- Gather evidence:
Gather the science supporting the reasons the government should say YES to recreational weed, while understanding the reasoning why the government is intolerant towards cannabis.
- Join Other Weed-Activities in Your Region:
You will find local weed advocacy groups exist in almost any part of the country. Go along to meetings and have a conversation with them. After all, an army of voices is much more effective than a single individual. Exchange your ideas, experience and information with the activities. Show up to weed-related events, they’re all opportunities for networking. Viewing the picture from many different perspectives and strengthen yours by attending these events.
- Sign a Petition:
Create your own or add your signature to a detailed petition in support of recreational weed. Once signed by as many people as possible, submit the results to the respective policymaker in your state. Make sure you understand your jurisdiction clearly and develop a clear statement of your goal. Also, promote your petition by talking to people in-person, via email, and social media for the maximum number of signatures.
The Key Steps you can take
- Reach Out To Your Politician:
Contact your local parliamentary representatives and other politicians to communicate your positive stances towards recreational weed.. You can call them, meet them when they are in your constituency, write a letter or email them, whichever is best for you. Try to meet them in person, if possible. Face to face meetings are more effective in building relationships and communicating how passionately you feel.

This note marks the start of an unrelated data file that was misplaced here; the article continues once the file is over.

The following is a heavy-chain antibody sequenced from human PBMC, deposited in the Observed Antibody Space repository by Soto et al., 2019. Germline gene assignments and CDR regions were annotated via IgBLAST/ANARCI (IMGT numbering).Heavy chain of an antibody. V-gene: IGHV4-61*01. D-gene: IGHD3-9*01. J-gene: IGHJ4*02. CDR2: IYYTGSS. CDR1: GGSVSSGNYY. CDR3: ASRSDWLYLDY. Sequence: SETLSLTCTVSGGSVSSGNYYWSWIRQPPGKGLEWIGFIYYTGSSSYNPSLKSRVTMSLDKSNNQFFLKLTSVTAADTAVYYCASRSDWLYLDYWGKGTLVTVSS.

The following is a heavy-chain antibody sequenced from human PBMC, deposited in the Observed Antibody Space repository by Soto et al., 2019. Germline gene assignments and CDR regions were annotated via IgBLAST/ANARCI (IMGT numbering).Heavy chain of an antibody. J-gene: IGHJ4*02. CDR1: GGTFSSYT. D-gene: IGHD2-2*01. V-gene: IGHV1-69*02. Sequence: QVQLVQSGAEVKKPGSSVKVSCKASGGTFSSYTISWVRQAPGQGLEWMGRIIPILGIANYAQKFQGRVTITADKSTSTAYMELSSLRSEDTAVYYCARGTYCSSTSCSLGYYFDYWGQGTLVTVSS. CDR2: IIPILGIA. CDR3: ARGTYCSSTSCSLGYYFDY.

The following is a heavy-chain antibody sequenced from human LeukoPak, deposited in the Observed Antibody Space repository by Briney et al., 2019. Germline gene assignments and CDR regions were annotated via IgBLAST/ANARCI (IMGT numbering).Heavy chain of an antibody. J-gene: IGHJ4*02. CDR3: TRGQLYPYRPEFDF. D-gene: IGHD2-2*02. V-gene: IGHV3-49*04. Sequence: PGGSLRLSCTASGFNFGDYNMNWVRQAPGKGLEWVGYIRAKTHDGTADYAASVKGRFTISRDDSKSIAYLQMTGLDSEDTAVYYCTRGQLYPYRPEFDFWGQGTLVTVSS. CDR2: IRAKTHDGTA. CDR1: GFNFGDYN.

- Exercise your Voting Rights:
The simplest and easiest way to support recreational marijuana is to be found in the humble vote. The Greens support legal cannabis for recreational use and there will be an election soon.
If you don’t vote green, bear in mind that politicians are often more interested in talking about such issues during the the run up to the election. They want your vote and prefer supporting you for your vote. So, approach them straight and find out the views of your legislators. Reach out to as many politicians as possible.
The legislation will only change when politicians know the public feel strongly that things should change. Voice your opinions and don’t settle for anything if you believe that recreational cannabis is a cause you support. Most leaders in the field believe that effecting change through politicians is the best way to communicate your wishes.
Responses from Australian Politicians We Wrote To
Tony Abbott MP was good enough to reply to the letter we wrote him, asking him to legalise Cannabis for recreational use. His handwriting at the bottom of the page says ‘I am happy for you to publish this letter’
Essentially, Mr Abbott’s view point seems to be I am against revising the law on illicit drugs because they are illicit.
I disagree with his view but I appreciate his preparedness to state it in response to a letter from one of his constituents.